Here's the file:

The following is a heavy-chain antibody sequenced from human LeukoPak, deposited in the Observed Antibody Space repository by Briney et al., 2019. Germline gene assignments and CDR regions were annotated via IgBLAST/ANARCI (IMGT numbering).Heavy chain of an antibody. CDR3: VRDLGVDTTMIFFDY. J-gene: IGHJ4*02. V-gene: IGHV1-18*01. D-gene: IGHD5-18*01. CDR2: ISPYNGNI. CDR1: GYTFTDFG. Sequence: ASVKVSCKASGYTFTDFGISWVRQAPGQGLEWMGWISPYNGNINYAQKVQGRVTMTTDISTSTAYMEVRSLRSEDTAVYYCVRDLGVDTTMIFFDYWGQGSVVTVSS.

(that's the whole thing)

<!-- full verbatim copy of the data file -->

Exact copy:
The following is a heavy-chain antibody sequenced from human LeukoPak, deposited in the Observed Antibody Space repository by Briney et al., 2019. Germline gene assignments and CDR regions were annotated via IgBLAST/ANARCI (IMGT numbering).Heavy chain of an antibody. CDR3: VRDLGVDTTMIFFDY. J-gene: IGHJ4*02. V-gene: IGHV1-18*01. D-gene: IGHD5-18*01. CDR2: ISPYNGNI. CDR1: GYTFTDFG. Sequence: ASVKVSCKASGYTFTDFGISWVRQAPGQGLEWMGWISPYNGNINYAQKVQGRVTMTTDISTSTAYMEVRSLRSEDTAVYYCVRDLGVDTTMIFFDYWGQGSVVTVSS.